Federal Crime of Conspiracy - 18 U.S. Code § 371

Federal prosecutors often file conspiracy charges under 18 U.S.C. 371 covering a wide range of alleged criminal activity, which can be challenging to defend.

A conspiracy to commit a federal offense occurs when two or more people agree to commit a specific federal crime, and at least one person makes some overt act to further the conspiracy.

Federal Crime of Conspiracy - 18 U.S. Code § 371

Conspiracy is typically a confusing term in the federal criminal justice system. For example, prosecutors do not have to prove there was a verbal agreement between the alleged co-conspirators; instead, they only have to show that the people involved were working together to commit a federal crime.

18 U.S.C. 371 is the federal conspiracy statute that criminalizes conspiracies to defraud the United States and conspiracy to violate other federal laws. The crime of conspiracy is pretty straightforward.

It's an agreement crime, but what confuses many about a conspiracy crime is that the word conspiracy itself does not say precisely what is criminal. Instead, many conspiracy statutes require someone to accomplish an underlying goal, called the “overt act” requirement.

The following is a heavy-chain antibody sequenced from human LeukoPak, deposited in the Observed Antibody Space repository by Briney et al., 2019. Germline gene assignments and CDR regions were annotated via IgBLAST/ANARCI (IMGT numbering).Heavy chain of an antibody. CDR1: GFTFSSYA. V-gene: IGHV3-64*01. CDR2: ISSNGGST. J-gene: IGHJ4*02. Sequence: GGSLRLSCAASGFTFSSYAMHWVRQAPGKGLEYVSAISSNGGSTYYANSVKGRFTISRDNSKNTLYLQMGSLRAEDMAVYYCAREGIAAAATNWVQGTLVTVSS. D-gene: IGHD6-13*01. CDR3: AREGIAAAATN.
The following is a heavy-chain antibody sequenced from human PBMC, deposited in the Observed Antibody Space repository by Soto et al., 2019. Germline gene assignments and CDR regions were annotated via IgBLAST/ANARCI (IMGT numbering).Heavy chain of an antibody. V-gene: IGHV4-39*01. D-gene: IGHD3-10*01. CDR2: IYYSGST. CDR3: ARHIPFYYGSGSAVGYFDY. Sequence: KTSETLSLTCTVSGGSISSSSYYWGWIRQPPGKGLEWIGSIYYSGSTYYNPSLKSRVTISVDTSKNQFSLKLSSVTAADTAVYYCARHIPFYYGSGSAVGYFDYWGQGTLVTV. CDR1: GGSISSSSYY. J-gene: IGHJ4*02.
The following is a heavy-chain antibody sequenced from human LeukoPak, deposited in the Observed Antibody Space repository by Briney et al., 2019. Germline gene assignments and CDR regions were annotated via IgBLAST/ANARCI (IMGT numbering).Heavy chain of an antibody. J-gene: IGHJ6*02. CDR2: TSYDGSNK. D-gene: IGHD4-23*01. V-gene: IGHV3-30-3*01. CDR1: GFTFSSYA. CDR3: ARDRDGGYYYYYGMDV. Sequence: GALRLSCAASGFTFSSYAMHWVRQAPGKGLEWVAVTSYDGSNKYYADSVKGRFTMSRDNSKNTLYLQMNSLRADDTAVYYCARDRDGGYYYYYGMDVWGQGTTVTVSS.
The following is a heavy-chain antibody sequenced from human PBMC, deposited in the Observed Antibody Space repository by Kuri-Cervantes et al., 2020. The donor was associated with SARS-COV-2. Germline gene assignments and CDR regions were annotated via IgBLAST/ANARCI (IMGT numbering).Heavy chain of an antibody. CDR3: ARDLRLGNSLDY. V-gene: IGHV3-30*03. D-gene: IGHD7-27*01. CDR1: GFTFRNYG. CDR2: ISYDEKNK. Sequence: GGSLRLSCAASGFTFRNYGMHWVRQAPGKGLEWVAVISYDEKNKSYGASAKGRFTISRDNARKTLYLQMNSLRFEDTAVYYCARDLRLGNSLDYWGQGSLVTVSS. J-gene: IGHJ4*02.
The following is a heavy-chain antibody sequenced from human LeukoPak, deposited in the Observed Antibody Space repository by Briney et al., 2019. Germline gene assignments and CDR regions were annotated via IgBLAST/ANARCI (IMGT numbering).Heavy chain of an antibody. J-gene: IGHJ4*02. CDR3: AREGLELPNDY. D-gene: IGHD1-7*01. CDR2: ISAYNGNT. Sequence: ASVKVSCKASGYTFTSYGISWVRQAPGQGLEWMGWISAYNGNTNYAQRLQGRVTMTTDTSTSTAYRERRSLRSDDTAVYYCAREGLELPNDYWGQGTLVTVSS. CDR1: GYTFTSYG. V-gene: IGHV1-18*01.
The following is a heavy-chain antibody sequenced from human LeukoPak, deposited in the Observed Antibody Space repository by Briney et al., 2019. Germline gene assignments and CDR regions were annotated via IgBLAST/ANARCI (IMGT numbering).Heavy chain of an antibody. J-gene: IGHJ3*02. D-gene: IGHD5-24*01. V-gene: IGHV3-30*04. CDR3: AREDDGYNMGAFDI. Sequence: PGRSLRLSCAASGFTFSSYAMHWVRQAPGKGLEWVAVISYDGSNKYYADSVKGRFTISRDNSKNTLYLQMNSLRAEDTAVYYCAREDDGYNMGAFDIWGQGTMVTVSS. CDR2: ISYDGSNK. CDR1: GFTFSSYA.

Simply put, somebody within the alleged conspiracy must act toward accomplishing the goal, such as buying a weapon to commit the crime. Suppose one conspirator does a required act. In that case, all co-conspirators become guilty of the conspiracy crime. Let's review this federal law further below.

Conspiracy to Commit Offense or to Defraud United States

This federal conspiracy statute defines conspiracy as when two or more people conspire to commit a federal crime, and at least one acts toward to complete it.

18 U.S.C. 371 says, “If two or more persons conspire either to commit any offense against the United States, or to defraud the United States, or any agency thereof in any manner or for any purpose, and one or more of such persons do any act to effect the object of the conspiracy, each shall be fined under this title or imprisoned….”